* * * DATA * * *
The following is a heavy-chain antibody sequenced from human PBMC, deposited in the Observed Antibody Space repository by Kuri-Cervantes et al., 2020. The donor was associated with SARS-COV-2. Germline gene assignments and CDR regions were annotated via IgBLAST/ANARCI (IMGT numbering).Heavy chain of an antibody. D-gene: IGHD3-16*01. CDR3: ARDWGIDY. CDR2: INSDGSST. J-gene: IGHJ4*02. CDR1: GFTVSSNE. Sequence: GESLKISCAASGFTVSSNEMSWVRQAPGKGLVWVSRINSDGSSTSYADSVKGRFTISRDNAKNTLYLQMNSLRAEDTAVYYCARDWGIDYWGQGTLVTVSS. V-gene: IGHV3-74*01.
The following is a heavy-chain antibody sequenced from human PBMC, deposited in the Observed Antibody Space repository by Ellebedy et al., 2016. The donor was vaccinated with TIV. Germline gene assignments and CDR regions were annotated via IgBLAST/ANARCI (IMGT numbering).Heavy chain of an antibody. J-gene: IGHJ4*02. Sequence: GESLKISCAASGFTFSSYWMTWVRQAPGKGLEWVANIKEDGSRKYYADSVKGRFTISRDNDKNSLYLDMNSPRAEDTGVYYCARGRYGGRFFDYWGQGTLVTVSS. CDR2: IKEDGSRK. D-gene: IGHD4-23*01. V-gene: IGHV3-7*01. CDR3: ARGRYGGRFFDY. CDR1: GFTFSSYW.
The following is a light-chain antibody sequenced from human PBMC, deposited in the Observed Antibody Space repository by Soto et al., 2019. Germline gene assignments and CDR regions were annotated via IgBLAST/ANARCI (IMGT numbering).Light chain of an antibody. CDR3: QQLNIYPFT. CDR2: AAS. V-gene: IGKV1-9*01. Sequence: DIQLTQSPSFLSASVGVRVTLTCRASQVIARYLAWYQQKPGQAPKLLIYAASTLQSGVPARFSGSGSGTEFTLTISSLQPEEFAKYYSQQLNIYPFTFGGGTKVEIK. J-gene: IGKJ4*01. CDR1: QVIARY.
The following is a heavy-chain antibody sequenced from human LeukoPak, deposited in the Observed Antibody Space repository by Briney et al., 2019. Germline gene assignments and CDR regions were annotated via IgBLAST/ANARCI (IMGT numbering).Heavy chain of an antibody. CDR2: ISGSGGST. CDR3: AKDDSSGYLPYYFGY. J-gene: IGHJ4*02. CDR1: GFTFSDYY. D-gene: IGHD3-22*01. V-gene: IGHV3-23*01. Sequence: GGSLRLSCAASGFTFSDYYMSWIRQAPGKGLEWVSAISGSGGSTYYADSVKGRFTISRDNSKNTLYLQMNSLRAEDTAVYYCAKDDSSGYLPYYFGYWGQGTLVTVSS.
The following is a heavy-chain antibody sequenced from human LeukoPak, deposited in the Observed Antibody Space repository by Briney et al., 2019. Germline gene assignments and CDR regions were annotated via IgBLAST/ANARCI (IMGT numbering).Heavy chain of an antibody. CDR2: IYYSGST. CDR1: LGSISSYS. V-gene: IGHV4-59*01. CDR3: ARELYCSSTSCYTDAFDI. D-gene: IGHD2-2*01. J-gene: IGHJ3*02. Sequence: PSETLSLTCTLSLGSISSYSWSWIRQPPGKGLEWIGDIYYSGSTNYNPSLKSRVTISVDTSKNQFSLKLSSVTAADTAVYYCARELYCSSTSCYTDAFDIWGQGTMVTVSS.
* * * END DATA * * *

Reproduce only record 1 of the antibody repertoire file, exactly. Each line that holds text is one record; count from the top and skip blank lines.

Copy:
The following is a heavy-chain antibody sequenced from human PBMC, deposited in the Observed Antibody Space repository by Kuri-Cervantes et al., 2020. The donor was associated with SARS-COV-2. Germline gene assignments and CDR regions were annotated via IgBLAST/ANARCI (IMGT numbering).Heavy chain of an antibody. D-gene: IGHD3-16*01. CDR3: ARDWGIDY. CDR2: INSDGSST. J-gene: IGHJ4*02. CDR1: GFTVSSNE. Sequence: GESLKISCAASGFTVSSNEMSWVRQAPGKGLVWVSRINSDGSSTSYADSVKGRFTISRDNAKNTLYLQMNSLRAEDTAVYYCARDWGIDYWGQGTLVTVSS. V-gene: IGHV3-74*01.